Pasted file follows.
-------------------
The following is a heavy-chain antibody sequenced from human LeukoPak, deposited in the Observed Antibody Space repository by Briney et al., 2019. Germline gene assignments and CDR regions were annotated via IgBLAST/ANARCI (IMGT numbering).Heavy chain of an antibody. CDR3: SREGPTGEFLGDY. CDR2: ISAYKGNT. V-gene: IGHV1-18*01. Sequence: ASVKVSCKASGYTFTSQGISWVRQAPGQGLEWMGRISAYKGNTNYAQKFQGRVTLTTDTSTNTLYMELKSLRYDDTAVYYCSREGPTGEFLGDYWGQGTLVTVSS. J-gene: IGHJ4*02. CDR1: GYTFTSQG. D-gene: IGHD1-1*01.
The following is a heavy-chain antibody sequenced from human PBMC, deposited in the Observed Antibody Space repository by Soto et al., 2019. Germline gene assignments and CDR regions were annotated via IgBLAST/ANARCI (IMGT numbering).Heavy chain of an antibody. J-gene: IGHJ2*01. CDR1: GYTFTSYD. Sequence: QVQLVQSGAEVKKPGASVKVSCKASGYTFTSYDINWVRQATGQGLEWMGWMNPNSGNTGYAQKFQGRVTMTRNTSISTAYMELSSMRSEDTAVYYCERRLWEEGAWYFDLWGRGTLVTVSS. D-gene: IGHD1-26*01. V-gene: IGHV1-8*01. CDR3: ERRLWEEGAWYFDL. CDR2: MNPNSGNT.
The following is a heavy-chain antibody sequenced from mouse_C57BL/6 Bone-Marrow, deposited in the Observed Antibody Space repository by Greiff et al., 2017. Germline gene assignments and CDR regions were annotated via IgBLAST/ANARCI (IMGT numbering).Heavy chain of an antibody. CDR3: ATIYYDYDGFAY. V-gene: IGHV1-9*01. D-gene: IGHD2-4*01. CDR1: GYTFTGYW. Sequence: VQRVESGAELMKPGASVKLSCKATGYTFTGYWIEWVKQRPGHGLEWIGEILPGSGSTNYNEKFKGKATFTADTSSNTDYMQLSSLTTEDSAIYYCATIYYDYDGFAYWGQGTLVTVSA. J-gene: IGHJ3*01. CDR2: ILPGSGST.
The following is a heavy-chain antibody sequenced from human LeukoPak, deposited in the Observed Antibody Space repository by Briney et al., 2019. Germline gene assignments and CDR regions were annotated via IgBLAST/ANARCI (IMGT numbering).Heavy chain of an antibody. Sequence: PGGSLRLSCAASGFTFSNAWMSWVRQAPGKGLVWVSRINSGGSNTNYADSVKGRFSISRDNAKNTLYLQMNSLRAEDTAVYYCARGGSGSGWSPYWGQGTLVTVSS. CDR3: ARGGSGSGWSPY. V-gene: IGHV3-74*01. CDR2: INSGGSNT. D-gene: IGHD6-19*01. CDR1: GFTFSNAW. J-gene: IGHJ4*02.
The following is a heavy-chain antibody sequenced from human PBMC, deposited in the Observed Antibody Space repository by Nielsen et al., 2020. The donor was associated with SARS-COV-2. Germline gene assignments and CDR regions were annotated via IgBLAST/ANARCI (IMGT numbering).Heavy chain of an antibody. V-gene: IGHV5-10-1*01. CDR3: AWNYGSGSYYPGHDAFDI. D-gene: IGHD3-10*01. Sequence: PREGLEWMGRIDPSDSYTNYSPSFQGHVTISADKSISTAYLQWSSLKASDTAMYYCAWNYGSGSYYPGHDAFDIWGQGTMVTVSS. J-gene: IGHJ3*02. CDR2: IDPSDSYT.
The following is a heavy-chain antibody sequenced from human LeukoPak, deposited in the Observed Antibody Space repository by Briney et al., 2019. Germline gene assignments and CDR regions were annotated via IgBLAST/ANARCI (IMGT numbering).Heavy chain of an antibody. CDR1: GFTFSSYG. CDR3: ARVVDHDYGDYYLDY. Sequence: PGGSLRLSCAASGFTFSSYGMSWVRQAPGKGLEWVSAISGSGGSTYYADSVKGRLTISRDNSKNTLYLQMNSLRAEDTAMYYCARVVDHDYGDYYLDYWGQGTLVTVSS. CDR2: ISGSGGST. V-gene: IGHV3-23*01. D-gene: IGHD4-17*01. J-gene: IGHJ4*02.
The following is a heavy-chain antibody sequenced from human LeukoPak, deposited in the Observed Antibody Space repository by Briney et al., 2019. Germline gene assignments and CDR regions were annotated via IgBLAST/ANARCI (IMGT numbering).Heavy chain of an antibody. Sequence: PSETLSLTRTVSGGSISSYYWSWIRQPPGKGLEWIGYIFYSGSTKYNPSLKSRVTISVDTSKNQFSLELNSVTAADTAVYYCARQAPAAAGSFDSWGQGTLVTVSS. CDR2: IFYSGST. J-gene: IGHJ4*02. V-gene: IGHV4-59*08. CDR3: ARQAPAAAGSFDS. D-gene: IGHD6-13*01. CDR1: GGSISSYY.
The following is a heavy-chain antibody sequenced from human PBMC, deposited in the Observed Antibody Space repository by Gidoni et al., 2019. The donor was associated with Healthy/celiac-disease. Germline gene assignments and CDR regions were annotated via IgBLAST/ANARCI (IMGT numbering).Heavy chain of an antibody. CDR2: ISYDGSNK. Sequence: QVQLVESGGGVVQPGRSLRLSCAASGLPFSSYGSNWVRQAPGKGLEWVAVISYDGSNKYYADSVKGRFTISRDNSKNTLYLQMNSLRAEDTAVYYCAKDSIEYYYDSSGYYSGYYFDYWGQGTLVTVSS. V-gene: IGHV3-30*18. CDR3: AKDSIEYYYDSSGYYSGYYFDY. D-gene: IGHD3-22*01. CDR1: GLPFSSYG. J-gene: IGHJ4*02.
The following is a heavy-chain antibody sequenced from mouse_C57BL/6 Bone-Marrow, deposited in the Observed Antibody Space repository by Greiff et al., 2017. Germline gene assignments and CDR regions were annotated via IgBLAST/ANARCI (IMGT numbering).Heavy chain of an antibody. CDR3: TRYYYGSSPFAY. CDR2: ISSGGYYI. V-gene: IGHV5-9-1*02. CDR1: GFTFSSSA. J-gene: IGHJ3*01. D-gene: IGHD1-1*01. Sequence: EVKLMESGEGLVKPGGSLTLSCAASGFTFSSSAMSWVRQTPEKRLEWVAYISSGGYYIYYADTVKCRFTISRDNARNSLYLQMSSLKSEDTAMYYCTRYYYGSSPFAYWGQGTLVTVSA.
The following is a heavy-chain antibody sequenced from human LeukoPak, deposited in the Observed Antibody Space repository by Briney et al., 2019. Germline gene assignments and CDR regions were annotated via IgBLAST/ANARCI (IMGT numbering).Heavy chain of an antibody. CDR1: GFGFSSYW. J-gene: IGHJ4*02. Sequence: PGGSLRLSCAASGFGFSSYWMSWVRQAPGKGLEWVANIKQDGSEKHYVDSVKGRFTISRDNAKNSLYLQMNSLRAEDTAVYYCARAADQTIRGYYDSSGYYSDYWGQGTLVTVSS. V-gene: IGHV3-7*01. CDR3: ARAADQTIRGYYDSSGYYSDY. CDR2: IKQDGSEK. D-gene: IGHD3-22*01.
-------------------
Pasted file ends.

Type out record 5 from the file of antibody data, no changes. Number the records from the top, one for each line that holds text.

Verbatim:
The following is a heavy-chain antibody sequenced from human PBMC, deposited in the Observed Antibody Space repository by Nielsen et al., 2020. The donor was associated with SARS-COV-2. Germline gene assignments and CDR regions were annotated via IgBLAST/ANARCI (IMGT numbering).Heavy chain of an antibody. V-gene: IGHV5-10-1*01. CDR3: AWNYGSGSYYPGHDAFDI. D-gene: IGHD3-10*01. Sequence: PREGLEWMGRIDPSDSYTNYSPSFQGHVTISADKSISTAYLQWSSLKASDTAMYYCAWNYGSGSYYPGHDAFDIWGQGTMVTVSS. J-gene: IGHJ3*02. CDR2: IDPSDSYT.